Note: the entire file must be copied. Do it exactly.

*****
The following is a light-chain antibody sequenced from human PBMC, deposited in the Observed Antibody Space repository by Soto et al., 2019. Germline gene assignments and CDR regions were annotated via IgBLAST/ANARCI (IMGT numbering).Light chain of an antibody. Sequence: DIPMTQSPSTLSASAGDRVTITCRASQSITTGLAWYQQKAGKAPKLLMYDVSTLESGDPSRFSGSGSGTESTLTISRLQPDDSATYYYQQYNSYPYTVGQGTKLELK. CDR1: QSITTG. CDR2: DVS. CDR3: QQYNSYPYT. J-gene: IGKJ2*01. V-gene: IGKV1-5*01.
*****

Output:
The following is a light-chain antibody sequenced from human PBMC, deposited in the Observed Antibody Space repository by Soto et al., 2019. Germline gene assignments and CDR regions were annotated via IgBLAST/ANARCI (IMGT numbering).Light chain of an antibody. Sequence: DIPMTQSPSTLSASAGDRVTITCRASQSITTGLAWYQQKAGKAPKLLMYDVSTLESGDPSRFSGSGSGTESTLTISRLQPDDSATYYYQQYNSYPYTVGQGTKLELK. CDR1: QSITTG. CDR2: DVS. CDR3: QQYNSYPYT. J-gene: IGKJ2*01. V-gene: IGKV1-5*01.